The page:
The Redundant Use of Spanish Pronouns

For IOP redundantFor any self respecting student of Spanish, knowing that there are certain verbs that require the redundant use of the Indirect Spanish Pronouns is ‘imprescindible’ (vital). Without having this information in your pocket, believe us, you will find understanding the use of the Spanish pronouns an insurmountable challenge.

First of all, we had better start by answering the question:

What on earth are the Spanish Indirect Object Pronouns?

To help you grasp the answer, perhaps it would be wise to look at what they are in English first. We like to call them the Furniture Remover’s List.

That’s because in English, they normally sound like this:

To me…To you…To me…To you… Often heard as two men struggle to get your sofa through the front door whilst talking the paint off the walls!

Indirect Object Pronouns, then, are found in sentences like this:

He gave it to me.

We sold it to them.

She sent it to us.

¡AVISO! These pronouns also appear in other forms such as being preceded by ‘for’ or even on their own like ‘me’, ‘you’ ‘he’ ‘she’.

So now we have an idea of what the indirect Spanish pronouns are, we are able to answer the question:

What are the Indirect Object Pronouns in Spanish?

The answer is:

ME (to me)                                        NOS (to us)

TE (to you)                                        OS (to you all)

LE (to him, her, it, usted)               LES (To them, ustedes).


If you are familiar with these already, great! If not, we suggest that you take a look at our podcast on IOP’s and for those new to the concept of the Redundant Indirect Object Pronouns then we recommend the following podcast.

Here’s an example of the way that IOP’s normally work. Their job is to quicken up speech.

Vestí a los niños. = I dressed the kids.

However, for speed, you can say.

Les vestí. = I dressed them.

And so, normally, that’s what they do.

However, there are certain Spanish verbs that require the pronoun whether you mention the person or not.

Here’s an example:


I sent John a letter= Le mandé a Juan una carta.

Notice that even though we mentioned Juan’s name, we still had to put the pronoun in. Strange eh?

Of course, if you knew who you were talking about you could say:

Le mandé una carta. = I sent him a letter.

But, you can NEVER say: Mandé a Juan una carta. (PROHIBIDO)

As we said, to use these IOP’s correctly, we must understand this concept and know exactly which verbs need them. The full list can be found in our Helpsheets, but one tip is that the verbs that need these Spanish pronouns normally have to do with sending, giving, preparing or talking to others.

Buena suerte con vuestros estudios, chicos.

How to Roll your Rs in Spanish Pronunciation

spanish-rOne of the greatest challenges for you as a Spanish Language student is knowing how to roll your Rs. Spanish speakers are renowned for the strength of their ‘R’. You can notice just how strong it is when you hear them speak English.  (I RRRRReally like this!)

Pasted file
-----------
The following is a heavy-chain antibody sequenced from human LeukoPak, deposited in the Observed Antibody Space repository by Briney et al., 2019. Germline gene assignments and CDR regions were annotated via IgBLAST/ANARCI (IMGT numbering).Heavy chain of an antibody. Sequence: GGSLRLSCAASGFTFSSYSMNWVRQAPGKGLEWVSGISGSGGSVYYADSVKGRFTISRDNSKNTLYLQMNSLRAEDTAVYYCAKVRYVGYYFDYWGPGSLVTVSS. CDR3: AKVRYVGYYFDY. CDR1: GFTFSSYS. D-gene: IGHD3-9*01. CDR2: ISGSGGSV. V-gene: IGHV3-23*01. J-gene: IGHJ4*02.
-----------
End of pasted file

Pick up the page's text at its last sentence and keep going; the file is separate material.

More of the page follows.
Getting the ‘R’ sound right is not for the feint hearted, yet worry not. There are some things that you can do to strengthen up that R and really learn how to roll your Rs, even if you have what is known in the trade as a ‘Jonathan Ross R’.

It’s all about strengthening the muscle that is used to produce the sound and one which is often rarely put into action.


This is how you do it.

STEP 1. Start by pretending to be cold. Really force out the sound: ‘BRRRR’. This has the effect of beginning to strengthen the muscle needed to roll the ‘R’.

STEP 2.  Once you can get some ‘clicks’ of the tongue going, albeit exaggeratedly, then change the ‘BRRRR’ to a ‘DRRRR’. Pretend to be a motorbike or a man digging the road. This not only works to strengthen the necessary muscles but also helps put the mouth into the correct shape and position.

STEP 3. After a while you will notice that you can hold the R’s for a little longer. (This can take weeks or days, depending on you and the effort you put into it.)

AVISO. At this stage, even though you can get the roll, you may find that you still struggle to get the sound into speech. This is normal. The first three steps are just to get the muscle working.

The fact is that the R’s in any Spanish word either roll onto a vowel or roll off a vowel.  Thus, this is what you are going to practice now to how to roll your R’s in an authentic way.

You go through the vowels this way:


Then you turn them round:


The more you practice this, the better your Spanish Pronunciation will be. You can do this when you’re driving, walking, in the bath or wherever, but be sure that you are ALONE! Check out our podcast on the R to help you along the way.

Do this every day and you’ll be amazed how quickly you can get a real authentic sound. And, finally, it’s very difficult to be ‘over the top’ with the ‘R’, so don’t hold back. ¡A por ello!

Gordon 🙂

How to decide between the Spanish Preterite and the Imperfect.

clocks Preterite ImperfectAny student of the Spanish language will know that when it comes to deciding between the Spanish Preterite or the Imperfect past, there’s always a moment of confusion in which we have to trawl through our lists of rules and regulations to know which tense to use.

What makes it worse is that some text books bombard us with enormous lists of rules written in a language clearly designed to either confuse or strike fear into the average learner.

So, with that in mind, let’s see if we can demystify these two tenses a bit.

NOTE: I’m not going to talk about the structure or conjugations of these tenses, so if you are not sure, take a look at them now and then join me again.

A Useful Metaphor.

Imagine you were in a theatre watching a theatre production. As you sat there you listened to the music playing from the orchestra, you watched the lights changing place and colour and highlighting the background scenery.  Meanwhile, all the extras were dancing in the background.


Then, the two main characters came on stage, they stared at each other, and began to speak. The real action had begun.


When we tell a story about the past, we use the Imperfect to set the scene and then we use the Preterite to recount the action.





The Preterite Past is what we could call a ONE OFF tense., like: ‘I ate’, ‘I went’, ‘we spoke’, ‘they arrived’ etc.

The Preterite Past is TOTALLY MEASURABLE and is as though the speaker is wrapping the past event inside a BUBBLE OF TIME.


To know whether what you are about to say is Preterite then all you do is ask TWO SIMPLE QUESTIONS about the event.





If you can answer these questions with some certainty the the past WILL BE PRETERITE.



The Imperfect Past in Spanish is everything that the Preterite isn’t. It’s pure description. It does absolutely no measuring. We use it to SET THE SCENE in the lead up to providing the Preterite action.

The Imperfect Past is immeasurable like an EVENT IN A LONG UNBROKEN LINE.


To know when to use the Imperfect Past, you need to look out for the following in your English sentence:


WAS    …… ING